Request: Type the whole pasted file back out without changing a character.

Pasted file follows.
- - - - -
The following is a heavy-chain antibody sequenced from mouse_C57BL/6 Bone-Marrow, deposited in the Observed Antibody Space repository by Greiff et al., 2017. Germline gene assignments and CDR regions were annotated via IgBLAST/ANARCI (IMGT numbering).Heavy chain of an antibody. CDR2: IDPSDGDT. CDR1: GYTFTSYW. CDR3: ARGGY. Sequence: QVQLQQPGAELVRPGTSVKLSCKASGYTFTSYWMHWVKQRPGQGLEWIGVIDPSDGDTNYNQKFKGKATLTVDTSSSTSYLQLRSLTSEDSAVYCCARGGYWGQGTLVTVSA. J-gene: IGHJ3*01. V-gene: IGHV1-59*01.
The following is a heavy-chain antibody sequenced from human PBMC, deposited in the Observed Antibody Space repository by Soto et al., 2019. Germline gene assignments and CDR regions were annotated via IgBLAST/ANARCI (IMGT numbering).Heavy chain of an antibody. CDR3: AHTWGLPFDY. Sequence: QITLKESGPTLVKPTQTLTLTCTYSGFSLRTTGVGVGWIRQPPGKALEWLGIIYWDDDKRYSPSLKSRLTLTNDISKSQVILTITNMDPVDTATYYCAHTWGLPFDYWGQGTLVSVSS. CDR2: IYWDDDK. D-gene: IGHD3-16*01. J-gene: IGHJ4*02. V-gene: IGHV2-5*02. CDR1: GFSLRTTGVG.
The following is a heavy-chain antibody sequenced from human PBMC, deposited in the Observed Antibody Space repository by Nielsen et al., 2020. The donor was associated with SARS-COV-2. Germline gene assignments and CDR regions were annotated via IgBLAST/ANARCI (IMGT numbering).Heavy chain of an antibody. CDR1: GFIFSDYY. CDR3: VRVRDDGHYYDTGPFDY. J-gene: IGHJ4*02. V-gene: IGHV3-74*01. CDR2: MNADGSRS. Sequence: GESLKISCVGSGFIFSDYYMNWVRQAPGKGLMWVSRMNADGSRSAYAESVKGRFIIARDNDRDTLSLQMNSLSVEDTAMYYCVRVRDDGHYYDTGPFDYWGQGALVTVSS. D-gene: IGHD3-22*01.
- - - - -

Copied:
The following is a heavy-chain antibody sequenced from mouse_C57BL/6 Bone-Marrow, deposited in the Observed Antibody Space repository by Greiff et al., 2017. Germline gene assignments and CDR regions were annotated via IgBLAST/ANARCI (IMGT numbering).Heavy chain of an antibody. CDR2: IDPSDGDT. CDR1: GYTFTSYW. CDR3: ARGGY. Sequence: QVQLQQPGAELVRPGTSVKLSCKASGYTFTSYWMHWVKQRPGQGLEWIGVIDPSDGDTNYNQKFKGKATLTVDTSSSTSYLQLRSLTSEDSAVYCCARGGYWGQGTLVTVSA. J-gene: IGHJ3*01. V-gene: IGHV1-59*01.
The following is a heavy-chain antibody sequenced from human PBMC, deposited in the Observed Antibody Space repository by Soto et al., 2019. Germline gene assignments and CDR regions were annotated via IgBLAST/ANARCI (IMGT numbering).Heavy chain of an antibody. CDR3: AHTWGLPFDY. Sequence: QITLKESGPTLVKPTQTLTLTCTYSGFSLRTTGVGVGWIRQPPGKALEWLGIIYWDDDKRYSPSLKSRLTLTNDISKSQVILTITNMDPVDTATYYCAHTWGLPFDYWGQGTLVSVSS. CDR2: IYWDDDK. D-gene: IGHD3-16*01. J-gene: IGHJ4*02. V-gene: IGHV2-5*02. CDR1: GFSLRTTGVG.
The following is a heavy-chain antibody sequenced from human PBMC, deposited in the Observed Antibody Space repository by Nielsen et al., 2020. The donor was associated with SARS-COV-2. Germline gene assignments and CDR regions were annotated via IgBLAST/ANARCI (IMGT numbering).Heavy chain of an antibody. CDR1: GFIFSDYY. CDR3: VRVRDDGHYYDTGPFDY. J-gene: IGHJ4*02. V-gene: IGHV3-74*01. CDR2: MNADGSRS. Sequence: GESLKISCVGSGFIFSDYYMNWVRQAPGKGLMWVSRMNADGSRSAYAESVKGRFIIARDNDRDTLSLQMNSLSVEDTAMYYCVRVRDDGHYYDTGPFDYWGQGALVTVSS. D-gene: IGHD3-22*01.